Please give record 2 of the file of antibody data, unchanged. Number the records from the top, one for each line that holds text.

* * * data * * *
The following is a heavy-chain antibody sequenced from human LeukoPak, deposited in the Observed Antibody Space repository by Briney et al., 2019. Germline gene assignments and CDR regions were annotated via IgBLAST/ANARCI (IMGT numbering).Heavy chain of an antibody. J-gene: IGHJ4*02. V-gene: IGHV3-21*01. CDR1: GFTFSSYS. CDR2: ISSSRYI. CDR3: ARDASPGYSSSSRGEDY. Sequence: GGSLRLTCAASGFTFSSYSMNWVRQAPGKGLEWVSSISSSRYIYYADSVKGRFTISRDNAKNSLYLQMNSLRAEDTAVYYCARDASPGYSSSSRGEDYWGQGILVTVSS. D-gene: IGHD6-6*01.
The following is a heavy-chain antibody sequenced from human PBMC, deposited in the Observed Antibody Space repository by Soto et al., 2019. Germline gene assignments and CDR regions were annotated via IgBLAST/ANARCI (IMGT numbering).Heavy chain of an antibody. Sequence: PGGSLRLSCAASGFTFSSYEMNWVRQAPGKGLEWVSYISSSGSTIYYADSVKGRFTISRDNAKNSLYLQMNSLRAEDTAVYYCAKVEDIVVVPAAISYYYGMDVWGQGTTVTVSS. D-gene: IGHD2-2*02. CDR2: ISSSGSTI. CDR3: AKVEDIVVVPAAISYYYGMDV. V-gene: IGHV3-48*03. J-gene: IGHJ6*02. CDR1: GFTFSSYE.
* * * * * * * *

The following is a heavy-chain antibody sequenced from human PBMC, deposited in the Observed Antibody Space repository by Soto et al., 2019. Germline gene assignments and CDR regions were annotated via IgBLAST/ANARCI (IMGT numbering).Heavy chain of an antibody. Sequence: PGGSLRLSCAASGFTFSSYEMNWVRQAPGKGLEWVSYISSSGSTIYYADSVKGRFTISRDNAKNSLYLQMNSLRAEDTAVYYCAKVEDIVVVPAAISYYYGMDVWGQGTTVTVSS. D-gene: IGHD2-2*02. CDR2: ISSSGSTI. CDR3: AKVEDIVVVPAAISYYYGMDV. V-gene: IGHV3-48*03. J-gene: IGHJ6*02. CDR1: GFTFSSYE.